late 13c., from Old French frire "to fry" (13c.), from Latin frigere "to roast or fry," from PIE *bher- (4) "to cook, bake" (cf. Sanskrit bhrjjati "roasts," bharjanah "roasting;" Persian birishtan "to roast;" Greek phrygein "to roast, bake").
Meaning "execute in the electric chair" is U.S. slang from 1929. To go out of the frying pan into the fire is first attested in Thomas More (1532). The related noun is from 1630s. Related: Fried; frying. Frying pan recorded from mid-14c.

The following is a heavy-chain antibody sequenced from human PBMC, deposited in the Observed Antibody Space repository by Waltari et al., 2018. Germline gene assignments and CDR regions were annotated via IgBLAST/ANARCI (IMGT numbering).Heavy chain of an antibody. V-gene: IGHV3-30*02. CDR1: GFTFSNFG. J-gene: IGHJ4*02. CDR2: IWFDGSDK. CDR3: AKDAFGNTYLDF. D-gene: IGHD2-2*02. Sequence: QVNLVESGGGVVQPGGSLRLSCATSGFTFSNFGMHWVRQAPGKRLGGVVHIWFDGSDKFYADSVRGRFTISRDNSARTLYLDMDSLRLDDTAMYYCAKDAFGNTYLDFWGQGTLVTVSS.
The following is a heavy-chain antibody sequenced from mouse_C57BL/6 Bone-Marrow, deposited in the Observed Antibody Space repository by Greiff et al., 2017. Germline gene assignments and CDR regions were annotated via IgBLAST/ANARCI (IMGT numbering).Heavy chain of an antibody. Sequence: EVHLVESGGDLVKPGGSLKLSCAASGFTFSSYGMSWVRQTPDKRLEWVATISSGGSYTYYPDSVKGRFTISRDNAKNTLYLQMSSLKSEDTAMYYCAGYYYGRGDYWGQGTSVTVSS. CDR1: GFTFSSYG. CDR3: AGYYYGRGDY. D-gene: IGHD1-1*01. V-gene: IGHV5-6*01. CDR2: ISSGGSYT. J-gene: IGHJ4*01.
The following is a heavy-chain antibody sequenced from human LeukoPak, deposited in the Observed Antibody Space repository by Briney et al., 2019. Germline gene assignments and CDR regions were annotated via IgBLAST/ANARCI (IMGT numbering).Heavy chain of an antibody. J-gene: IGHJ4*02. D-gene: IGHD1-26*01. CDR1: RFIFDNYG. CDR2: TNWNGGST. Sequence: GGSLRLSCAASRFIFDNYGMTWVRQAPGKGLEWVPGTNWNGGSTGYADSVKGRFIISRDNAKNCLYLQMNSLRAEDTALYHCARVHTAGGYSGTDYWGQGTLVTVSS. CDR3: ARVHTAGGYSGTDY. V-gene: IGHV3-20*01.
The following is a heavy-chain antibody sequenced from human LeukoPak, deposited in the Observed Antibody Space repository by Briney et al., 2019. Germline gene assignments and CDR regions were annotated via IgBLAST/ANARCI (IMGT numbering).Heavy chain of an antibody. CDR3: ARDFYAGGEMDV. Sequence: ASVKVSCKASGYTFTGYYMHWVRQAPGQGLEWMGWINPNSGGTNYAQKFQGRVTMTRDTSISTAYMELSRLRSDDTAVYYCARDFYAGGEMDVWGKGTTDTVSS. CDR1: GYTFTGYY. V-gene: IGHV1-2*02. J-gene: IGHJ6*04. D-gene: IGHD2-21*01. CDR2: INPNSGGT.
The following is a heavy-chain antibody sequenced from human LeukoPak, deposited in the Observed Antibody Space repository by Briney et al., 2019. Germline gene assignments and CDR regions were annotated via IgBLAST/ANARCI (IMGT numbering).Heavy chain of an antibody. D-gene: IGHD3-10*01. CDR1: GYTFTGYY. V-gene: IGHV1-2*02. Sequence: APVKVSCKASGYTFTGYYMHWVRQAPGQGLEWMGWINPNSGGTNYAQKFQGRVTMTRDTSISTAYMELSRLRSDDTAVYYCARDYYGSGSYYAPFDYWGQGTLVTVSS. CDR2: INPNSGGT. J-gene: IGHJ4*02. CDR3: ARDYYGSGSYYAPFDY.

"young fish," late 13c., from Anglo-French frei, from Old French frai "spawn," from froier "to rub, spawn (by rubbing abdomen on sand)." First applied to human offspring 14c. in Scottish, though OED and some other sources trace this usage to Old Norse frjo, fræ "seed, offspring."